If these people are the moderates of terror, what can the extremists be like? A compatriot of mine, to whom I made such a remark, replied: "Shining Path blew up a whole apartment building in the Calle Tarata in Miraflores, just because there were several banks in the neighbourhood. Compared with a mass crime of that calibre, the small bombs and kidnappings of the MRTA seem like child's play, don't they?" My opinion is that they do not seem like child's play, and that the numbers and scale on which terrorism is executed in no way attenuate the ethical iniquity of the crime.

This is why, from the first moment, I have opposed, with the same conviction and severity, both the Shining Path and the MRTA - maintaining that more than their ideological divergency, the important thing is the identity that exists between them in the vileness of their behaviour. Both of them consider that, in pursuit of their political ends, the killing of their adversaries or of innocent persons, along with robbery, assault, kidnapping and alliance with drug traffickers, are perfectly legitimate methods. And for the same reason, I have criticised the senselessness of the Peruvians who applauded the Fujimori regime when, to fight the terrorists more "efficiently", it borrowed their methods, and generalised the use of torture, disappearances or bare-faced murders, like those of the students and professors at La Cantuta.

A complacent attitude to state terror is, unfortunately, very widespread in countries where a feeling of insecurity and desperation, caused by the actions of extremists, lead wide sectors of the public to approve a hard-line policy of counter-terrorism. This is a pure illusion, a deceitful mirage. The fact is that when the state adopts terrorist methods in order to combat terrorism, the terrorists are already the winners, because they have managed to impose the logic of their game, and have deeply wounded the institutions of democracy. How can those who are entrusted with maintaining the rule of law operate in violation of it, exercising terror? The inevitable result is the spread of violence and, under its wing, of corruption, which follows violence like a shadow.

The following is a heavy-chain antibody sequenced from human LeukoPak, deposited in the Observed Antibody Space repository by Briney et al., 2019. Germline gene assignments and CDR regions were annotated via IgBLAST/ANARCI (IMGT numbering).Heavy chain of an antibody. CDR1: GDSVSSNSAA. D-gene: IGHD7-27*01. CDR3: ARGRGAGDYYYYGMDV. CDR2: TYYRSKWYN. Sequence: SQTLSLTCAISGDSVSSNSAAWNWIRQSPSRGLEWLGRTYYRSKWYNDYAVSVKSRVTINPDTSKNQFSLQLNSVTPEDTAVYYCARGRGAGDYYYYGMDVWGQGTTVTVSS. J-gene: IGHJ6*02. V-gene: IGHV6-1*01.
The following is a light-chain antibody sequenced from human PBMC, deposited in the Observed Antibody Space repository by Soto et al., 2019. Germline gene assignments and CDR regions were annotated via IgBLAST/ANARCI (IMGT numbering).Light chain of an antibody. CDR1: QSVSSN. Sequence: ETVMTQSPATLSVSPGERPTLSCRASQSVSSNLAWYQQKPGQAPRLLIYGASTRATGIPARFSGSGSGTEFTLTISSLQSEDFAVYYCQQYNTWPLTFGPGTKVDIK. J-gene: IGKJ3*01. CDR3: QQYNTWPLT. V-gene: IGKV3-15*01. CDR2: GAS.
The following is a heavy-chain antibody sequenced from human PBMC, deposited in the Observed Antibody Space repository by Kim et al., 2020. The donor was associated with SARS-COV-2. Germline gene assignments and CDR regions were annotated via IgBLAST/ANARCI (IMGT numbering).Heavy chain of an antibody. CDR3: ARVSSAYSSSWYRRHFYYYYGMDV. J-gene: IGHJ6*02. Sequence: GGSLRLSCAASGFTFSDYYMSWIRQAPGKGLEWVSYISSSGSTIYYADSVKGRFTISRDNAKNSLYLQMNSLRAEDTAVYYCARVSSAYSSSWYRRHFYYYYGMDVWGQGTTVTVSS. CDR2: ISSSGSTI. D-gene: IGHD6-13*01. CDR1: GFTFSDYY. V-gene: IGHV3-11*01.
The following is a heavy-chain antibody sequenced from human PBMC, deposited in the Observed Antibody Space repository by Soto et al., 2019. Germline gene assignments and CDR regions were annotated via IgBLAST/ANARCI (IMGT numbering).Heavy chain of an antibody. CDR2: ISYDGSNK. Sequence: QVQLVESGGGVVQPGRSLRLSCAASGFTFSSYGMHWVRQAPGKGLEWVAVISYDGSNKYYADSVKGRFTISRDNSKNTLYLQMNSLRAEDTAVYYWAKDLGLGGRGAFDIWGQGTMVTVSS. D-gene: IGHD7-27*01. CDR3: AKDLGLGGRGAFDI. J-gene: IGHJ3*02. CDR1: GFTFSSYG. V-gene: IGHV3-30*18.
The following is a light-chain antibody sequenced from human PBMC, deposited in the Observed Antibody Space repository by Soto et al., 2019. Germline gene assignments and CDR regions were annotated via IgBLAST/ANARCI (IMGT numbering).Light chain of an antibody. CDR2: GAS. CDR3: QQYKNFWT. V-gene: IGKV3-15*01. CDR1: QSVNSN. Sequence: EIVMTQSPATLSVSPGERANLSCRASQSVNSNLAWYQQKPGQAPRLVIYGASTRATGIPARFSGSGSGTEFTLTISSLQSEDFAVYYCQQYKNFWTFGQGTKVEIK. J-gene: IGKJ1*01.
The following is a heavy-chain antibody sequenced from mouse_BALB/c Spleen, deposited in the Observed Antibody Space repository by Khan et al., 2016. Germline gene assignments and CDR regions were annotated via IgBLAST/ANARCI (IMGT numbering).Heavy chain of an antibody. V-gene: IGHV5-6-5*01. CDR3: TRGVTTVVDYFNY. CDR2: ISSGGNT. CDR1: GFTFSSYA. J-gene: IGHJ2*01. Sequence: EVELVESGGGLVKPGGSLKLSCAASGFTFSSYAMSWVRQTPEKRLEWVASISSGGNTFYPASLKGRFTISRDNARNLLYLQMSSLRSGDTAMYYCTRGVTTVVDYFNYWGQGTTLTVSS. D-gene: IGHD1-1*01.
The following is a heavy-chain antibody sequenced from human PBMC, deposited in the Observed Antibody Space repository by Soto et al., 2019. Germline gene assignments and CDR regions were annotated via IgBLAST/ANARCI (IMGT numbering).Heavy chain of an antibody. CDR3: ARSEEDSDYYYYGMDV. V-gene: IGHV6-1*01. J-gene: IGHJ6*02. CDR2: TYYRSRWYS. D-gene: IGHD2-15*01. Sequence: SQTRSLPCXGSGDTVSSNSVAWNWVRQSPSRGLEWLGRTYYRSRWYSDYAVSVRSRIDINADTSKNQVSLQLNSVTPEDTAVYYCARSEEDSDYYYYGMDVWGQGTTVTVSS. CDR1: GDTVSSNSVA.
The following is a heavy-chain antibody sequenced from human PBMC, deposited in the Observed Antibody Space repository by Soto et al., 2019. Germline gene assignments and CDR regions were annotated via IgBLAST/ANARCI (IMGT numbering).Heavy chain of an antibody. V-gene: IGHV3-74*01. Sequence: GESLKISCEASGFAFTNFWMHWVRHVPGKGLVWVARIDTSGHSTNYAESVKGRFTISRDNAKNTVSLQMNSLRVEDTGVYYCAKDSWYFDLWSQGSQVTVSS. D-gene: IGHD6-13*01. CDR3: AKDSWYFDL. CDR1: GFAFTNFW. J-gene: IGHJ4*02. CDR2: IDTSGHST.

Peru is experiencing all this in these bitter days, as it wakes up from the authoritarian dream it embraced so enthusiastically: an authoritarian regime of "no nonsense" - no involvement of political parties, no free press, no independent judges or parliamentary representatives - which was to ruthlessly stamp out the terrorists and put an end to the "political haggling" of the supposed democracy. Well, now it seems that, four years after the coup d'etat that ended democracy in Peru, terrorism is far from stamped out, as the government's propagandists had been claiming. The MRTA, at least, has given spectacular proof of its existence, occupying the front pages of newspapers and prime time on television all over the world.

And in other departments, the so-called "Peruvian model" that shone so brightly in the eyes of Latin American militarists in recent years, looks every day less like a regime of peace and economic progress, and more like a poorly veiled version of the traditional dictatorships of our continent - that is to say, corrupt, with upper-echelon officers intimately linked to the drug industry; with the news media kept on their knees by a combination of the carrot and the stick; with an economic situation that is beginning to spring a lot of leaks, a social conflict that grows apace with unemployment and poverty, and a widening disenchantment with the authoritarian regime on the part of a public that seems to be gradually rediscovering the value of bygone liberty and legality.

I would like to end with an earnest wish that all the hostages in the Japanese Embassy may leave it safe and sound, though the price of this may be a free ticket to Havana - for the hostage-takers to tan themselves on the golden sands of Varadero beach with a calm conscience, having done their duty and filled their saddlebags with dollars for Comrade Nestor Cerpa and his moderate companions.

The writer is a Peruvian novelist. This article also appears in the Spanish daily `El Pais'.